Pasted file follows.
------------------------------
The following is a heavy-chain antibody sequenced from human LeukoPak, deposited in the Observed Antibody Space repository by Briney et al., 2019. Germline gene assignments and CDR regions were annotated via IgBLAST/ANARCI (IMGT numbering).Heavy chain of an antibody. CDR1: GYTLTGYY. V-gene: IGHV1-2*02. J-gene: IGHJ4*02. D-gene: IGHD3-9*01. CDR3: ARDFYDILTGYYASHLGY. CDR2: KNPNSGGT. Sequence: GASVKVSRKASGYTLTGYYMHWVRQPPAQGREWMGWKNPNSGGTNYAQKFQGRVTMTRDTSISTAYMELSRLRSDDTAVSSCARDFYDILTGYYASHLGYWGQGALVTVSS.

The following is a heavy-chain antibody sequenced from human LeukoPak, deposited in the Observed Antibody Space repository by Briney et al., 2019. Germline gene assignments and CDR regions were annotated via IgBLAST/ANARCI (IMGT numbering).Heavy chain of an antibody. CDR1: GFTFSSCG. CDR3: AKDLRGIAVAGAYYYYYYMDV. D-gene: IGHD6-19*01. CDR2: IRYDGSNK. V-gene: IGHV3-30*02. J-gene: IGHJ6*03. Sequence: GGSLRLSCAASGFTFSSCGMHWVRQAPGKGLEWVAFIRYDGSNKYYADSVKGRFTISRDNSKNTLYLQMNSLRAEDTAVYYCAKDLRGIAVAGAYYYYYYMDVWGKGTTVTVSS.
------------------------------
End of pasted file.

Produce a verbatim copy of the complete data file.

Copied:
The following is a heavy-chain antibody sequenced from human LeukoPak, deposited in the Observed Antibody Space repository by Briney et al., 2019. Germline gene assignments and CDR regions were annotated via IgBLAST/ANARCI (IMGT numbering).Heavy chain of an antibody. CDR1: GYTLTGYY. V-gene: IGHV1-2*02. J-gene: IGHJ4*02. D-gene: IGHD3-9*01. CDR3: ARDFYDILTGYYASHLGY. CDR2: KNPNSGGT. Sequence: GASVKVSRKASGYTLTGYYMHWVRQPPAQGREWMGWKNPNSGGTNYAQKFQGRVTMTRDTSISTAYMELSRLRSDDTAVSSCARDFYDILTGYYASHLGYWGQGALVTVSS.

The following is a heavy-chain antibody sequenced from human LeukoPak, deposited in the Observed Antibody Space repository by Briney et al., 2019. Germline gene assignments and CDR regions were annotated via IgBLAST/ANARCI (IMGT numbering).Heavy chain of an antibody. CDR1: GFTFSSCG. CDR3: AKDLRGIAVAGAYYYYYYMDV. D-gene: IGHD6-19*01. CDR2: IRYDGSNK. V-gene: IGHV3-30*02. J-gene: IGHJ6*03. Sequence: GGSLRLSCAASGFTFSSCGMHWVRQAPGKGLEWVAFIRYDGSNKYYADSVKGRFTISRDNSKNTLYLQMNSLRAEDTAVYYCAKDLRGIAVAGAYYYYYYMDVWGKGTTVTVSS.